The Romantic period in art represents a significant shift in the methods of painting that took place in the 19th century. Unlike its predecessor, neoclassicism, Romantic art surrendered the pretenses of form and restraint for the sake of pursuing an intense emotional state called the sublime. While each painter had his own specific style and techniques, nearly all incorporated the same core characteristics of Romantic art.
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The Essence of Infinite Longing
One of the most distinctive characteristics of Romantic art is its frequent portrayal of bold, intense emotions. Where previous generations idolized restraint, Romantic painters chose subjects in the throes of anger, fear and grief to express what German writer E.T.A. Hoffman described as “infinite longing,” writes professor Jonathan Martinez in his book “Art & Humanities.” These ecstatic states, occasionally veering close to melodrama, are designed to evoke strong feelings of awe and passion in the viewer.
The Natural and the Mythic
In Romantic painting, the background often played as big of a role as the subject in elevating emotional intensity. The term “romantic” was first popularly applied to painting in the 18th century as a way describing works that depicted scenes of wilderness and ruins. This affinity for the natural world remained a mainstay in Romantic art through the 19th century, as seen in the dramatic seascapes of British painter J.M.W. Turner's "The Shipwreck" (1805) and the brooding forests of German painter Carl Blechen's "The Woods Near Spandau" (1834). While the natural world was considered an ideal setting for Romantic artists searching for the sublime, several painters also turned to the supernatural. These artists depicted scenes from Greek and Norse mythology to capture some of their epic intensity; one such is British painter Henry Fuseli's "Thor Battering the Midgard Serpent" (1790).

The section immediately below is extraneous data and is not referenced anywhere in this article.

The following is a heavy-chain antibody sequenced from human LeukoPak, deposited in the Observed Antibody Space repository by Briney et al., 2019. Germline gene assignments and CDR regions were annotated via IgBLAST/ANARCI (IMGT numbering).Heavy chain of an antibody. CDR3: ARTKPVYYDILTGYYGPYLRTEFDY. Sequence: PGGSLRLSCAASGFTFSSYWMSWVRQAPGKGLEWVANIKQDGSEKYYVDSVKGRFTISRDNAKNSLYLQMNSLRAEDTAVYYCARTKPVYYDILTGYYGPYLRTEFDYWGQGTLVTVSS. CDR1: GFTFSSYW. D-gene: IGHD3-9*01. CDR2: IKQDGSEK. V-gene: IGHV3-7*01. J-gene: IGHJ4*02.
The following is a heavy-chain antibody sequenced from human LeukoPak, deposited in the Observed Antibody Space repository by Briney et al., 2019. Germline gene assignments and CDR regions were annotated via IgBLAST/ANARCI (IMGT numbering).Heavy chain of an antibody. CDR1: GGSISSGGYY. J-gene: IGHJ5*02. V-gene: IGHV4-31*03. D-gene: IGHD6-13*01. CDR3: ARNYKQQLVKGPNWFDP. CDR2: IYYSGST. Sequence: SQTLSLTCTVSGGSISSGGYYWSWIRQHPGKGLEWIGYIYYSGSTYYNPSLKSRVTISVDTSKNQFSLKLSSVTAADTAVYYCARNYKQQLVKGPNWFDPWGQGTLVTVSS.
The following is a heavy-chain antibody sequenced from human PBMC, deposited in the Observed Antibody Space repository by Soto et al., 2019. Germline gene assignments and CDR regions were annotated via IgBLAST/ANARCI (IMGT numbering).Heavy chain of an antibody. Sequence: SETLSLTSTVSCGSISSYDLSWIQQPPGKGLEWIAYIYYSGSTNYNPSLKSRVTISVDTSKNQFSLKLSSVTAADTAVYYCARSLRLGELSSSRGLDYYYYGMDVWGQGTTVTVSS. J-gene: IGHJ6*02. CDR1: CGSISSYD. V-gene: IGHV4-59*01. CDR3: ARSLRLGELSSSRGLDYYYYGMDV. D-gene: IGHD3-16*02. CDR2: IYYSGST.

Color as Energy
Some artists, such as French painter Eugene Delacroix, approached Romanticism as an opportunity to completely rethink the use of color in painting. Like music notes, Delacroix believed that colors had their own energy and ability to inspire different mental and emotional states. His painting “Massacre at Chios” (1824) shows the theory in action, with its bold contrast of the ornate, colorful costumes of the soldiers against a field of desolation colored in dismal grays and browns. Where a neoclassical painter might have used light to illuminate a heroic figure, the brightest areas in Delacroix’s painting are victims suffering from fear and despair.
Art for the People
One of the goals of the Romantic movement was to return art to the public domain so that it was as accessible to a farmer as it was to a noble. Gone were the days of art produced exclusively for the tastes of elite and wealthy. Paintings such as "The Raft of the Medusa" (1818-1819) by French artist Theodore Gericault replaced the nymphs and satyrs of the Baroque sensibility with low-class peasants to express the tribulations of everyday people. Unlike neoclassical masterpieces -- which were often held behind locked doors -- Romantic paintings were frequently taken on tours through cities and villages so they were always in the public view.